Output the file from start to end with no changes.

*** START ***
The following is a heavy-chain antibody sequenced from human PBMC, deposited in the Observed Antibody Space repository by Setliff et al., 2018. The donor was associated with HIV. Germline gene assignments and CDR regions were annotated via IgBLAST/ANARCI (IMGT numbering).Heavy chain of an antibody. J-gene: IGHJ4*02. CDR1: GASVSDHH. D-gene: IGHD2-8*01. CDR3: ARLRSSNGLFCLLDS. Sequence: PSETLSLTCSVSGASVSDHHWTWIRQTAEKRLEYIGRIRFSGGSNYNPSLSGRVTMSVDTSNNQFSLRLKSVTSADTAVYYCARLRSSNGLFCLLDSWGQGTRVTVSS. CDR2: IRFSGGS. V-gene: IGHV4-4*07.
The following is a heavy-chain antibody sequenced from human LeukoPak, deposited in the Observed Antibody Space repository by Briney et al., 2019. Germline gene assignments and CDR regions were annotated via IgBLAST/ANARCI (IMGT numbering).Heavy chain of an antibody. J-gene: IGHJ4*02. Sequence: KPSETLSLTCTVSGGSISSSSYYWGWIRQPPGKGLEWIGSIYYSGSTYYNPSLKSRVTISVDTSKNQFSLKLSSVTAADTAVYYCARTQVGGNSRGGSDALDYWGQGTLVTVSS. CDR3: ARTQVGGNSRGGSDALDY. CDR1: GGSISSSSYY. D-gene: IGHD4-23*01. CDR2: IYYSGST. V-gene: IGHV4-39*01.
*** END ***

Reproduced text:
The following is a heavy-chain antibody sequenced from human PBMC, deposited in the Observed Antibody Space repository by Setliff et al., 2018. The donor was associated with HIV. Germline gene assignments and CDR regions were annotated via IgBLAST/ANARCI (IMGT numbering).Heavy chain of an antibody. J-gene: IGHJ4*02. CDR1: GASVSDHH. D-gene: IGHD2-8*01. CDR3: ARLRSSNGLFCLLDS. Sequence: PSETLSLTCSVSGASVSDHHWTWIRQTAEKRLEYIGRIRFSGGSNYNPSLSGRVTMSVDTSNNQFSLRLKSVTSADTAVYYCARLRSSNGLFCLLDSWGQGTRVTVSS. CDR2: IRFSGGS. V-gene: IGHV4-4*07.
The following is a heavy-chain antibody sequenced from human LeukoPak, deposited in the Observed Antibody Space repository by Briney et al., 2019. Germline gene assignments and CDR regions were annotated via IgBLAST/ANARCI (IMGT numbering).Heavy chain of an antibody. J-gene: IGHJ4*02. Sequence: KPSETLSLTCTVSGGSISSSSYYWGWIRQPPGKGLEWIGSIYYSGSTYYNPSLKSRVTISVDTSKNQFSLKLSSVTAADTAVYYCARTQVGGNSRGGSDALDYWGQGTLVTVSS. CDR3: ARTQVGGNSRGGSDALDY. CDR1: GGSISSSSYY. D-gene: IGHD4-23*01. CDR2: IYYSGST. V-gene: IGHV4-39*01.